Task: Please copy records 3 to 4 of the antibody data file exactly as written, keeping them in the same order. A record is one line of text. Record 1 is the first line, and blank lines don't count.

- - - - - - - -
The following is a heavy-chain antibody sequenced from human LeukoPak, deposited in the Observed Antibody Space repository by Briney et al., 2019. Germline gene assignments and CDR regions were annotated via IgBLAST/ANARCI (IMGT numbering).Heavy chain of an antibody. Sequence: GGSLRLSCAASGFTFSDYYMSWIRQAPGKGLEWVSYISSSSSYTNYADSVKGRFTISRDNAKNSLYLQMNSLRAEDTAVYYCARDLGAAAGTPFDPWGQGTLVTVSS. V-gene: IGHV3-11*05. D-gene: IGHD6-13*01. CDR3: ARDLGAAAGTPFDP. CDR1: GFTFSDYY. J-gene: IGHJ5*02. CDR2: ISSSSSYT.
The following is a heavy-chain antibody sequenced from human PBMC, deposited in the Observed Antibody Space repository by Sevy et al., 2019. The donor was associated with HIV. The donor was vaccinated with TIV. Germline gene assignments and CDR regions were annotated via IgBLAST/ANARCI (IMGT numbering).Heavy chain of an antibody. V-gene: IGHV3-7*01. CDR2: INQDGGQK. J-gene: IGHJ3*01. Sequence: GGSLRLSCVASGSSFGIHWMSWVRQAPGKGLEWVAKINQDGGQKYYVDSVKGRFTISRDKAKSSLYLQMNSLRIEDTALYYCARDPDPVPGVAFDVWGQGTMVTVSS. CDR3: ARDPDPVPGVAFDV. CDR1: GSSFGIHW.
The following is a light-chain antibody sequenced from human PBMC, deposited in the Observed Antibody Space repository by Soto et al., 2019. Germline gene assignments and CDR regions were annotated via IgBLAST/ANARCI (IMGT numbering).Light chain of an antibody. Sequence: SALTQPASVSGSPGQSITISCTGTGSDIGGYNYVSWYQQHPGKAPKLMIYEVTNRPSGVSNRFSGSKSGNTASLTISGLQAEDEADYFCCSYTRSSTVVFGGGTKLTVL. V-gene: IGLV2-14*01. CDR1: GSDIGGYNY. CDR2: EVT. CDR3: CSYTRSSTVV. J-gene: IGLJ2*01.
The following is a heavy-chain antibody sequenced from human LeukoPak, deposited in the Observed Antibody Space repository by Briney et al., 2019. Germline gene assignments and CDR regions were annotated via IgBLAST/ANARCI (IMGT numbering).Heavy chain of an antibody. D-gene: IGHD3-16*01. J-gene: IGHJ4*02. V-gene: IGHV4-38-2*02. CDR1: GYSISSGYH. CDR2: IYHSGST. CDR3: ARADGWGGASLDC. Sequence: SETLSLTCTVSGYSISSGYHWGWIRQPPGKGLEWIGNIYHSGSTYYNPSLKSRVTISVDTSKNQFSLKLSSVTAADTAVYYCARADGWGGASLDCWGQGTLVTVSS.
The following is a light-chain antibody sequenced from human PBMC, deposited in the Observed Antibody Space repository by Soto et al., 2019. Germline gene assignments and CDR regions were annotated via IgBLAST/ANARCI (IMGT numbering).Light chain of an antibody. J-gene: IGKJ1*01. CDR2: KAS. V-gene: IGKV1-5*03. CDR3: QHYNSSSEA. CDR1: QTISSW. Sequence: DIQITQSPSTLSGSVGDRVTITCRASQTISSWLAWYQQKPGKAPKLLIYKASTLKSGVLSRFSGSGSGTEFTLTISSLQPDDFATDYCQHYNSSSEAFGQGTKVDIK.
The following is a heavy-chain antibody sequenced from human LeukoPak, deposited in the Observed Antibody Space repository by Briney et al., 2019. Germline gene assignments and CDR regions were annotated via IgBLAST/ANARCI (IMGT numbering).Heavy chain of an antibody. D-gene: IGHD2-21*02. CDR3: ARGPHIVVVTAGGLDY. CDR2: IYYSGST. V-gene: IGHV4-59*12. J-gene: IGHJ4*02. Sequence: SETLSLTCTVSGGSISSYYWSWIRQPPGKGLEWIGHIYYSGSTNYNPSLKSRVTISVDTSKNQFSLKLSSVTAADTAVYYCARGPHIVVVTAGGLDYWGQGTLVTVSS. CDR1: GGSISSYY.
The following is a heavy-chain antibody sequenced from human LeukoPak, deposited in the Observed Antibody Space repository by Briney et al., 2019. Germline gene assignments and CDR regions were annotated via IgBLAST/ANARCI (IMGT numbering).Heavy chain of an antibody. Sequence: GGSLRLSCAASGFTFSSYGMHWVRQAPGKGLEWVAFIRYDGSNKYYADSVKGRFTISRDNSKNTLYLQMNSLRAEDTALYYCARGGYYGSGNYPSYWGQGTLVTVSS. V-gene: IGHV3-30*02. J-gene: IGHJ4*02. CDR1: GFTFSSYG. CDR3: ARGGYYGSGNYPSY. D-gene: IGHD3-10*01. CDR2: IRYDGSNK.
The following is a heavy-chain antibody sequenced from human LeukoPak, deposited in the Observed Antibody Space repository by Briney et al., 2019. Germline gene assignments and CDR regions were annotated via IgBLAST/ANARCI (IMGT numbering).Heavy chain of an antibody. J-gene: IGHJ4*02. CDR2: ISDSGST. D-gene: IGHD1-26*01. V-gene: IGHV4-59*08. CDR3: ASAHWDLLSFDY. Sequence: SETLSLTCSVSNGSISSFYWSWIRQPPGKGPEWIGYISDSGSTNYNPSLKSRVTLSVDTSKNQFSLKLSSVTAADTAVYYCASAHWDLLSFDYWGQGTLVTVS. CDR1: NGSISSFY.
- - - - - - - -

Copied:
The following is a light-chain antibody sequenced from human PBMC, deposited in the Observed Antibody Space repository by Soto et al., 2019. Germline gene assignments and CDR regions were annotated via IgBLAST/ANARCI (IMGT numbering).Light chain of an antibody. Sequence: SALTQPASVSGSPGQSITISCTGTGSDIGGYNYVSWYQQHPGKAPKLMIYEVTNRPSGVSNRFSGSKSGNTASLTISGLQAEDEADYFCCSYTRSSTVVFGGGTKLTVL. V-gene: IGLV2-14*01. CDR1: GSDIGGYNY. CDR2: EVT. CDR3: CSYTRSSTVV. J-gene: IGLJ2*01.
The following is a heavy-chain antibody sequenced from human LeukoPak, deposited in the Observed Antibody Space repository by Briney et al., 2019. Germline gene assignments and CDR regions were annotated via IgBLAST/ANARCI (IMGT numbering).Heavy chain of an antibody. D-gene: IGHD3-16*01. J-gene: IGHJ4*02. V-gene: IGHV4-38-2*02. CDR1: GYSISSGYH. CDR2: IYHSGST. CDR3: ARADGWGGASLDC. Sequence: SETLSLTCTVSGYSISSGYHWGWIRQPPGKGLEWIGNIYHSGSTYYNPSLKSRVTISVDTSKNQFSLKLSSVTAADTAVYYCARADGWGGASLDCWGQGTLVTVSS.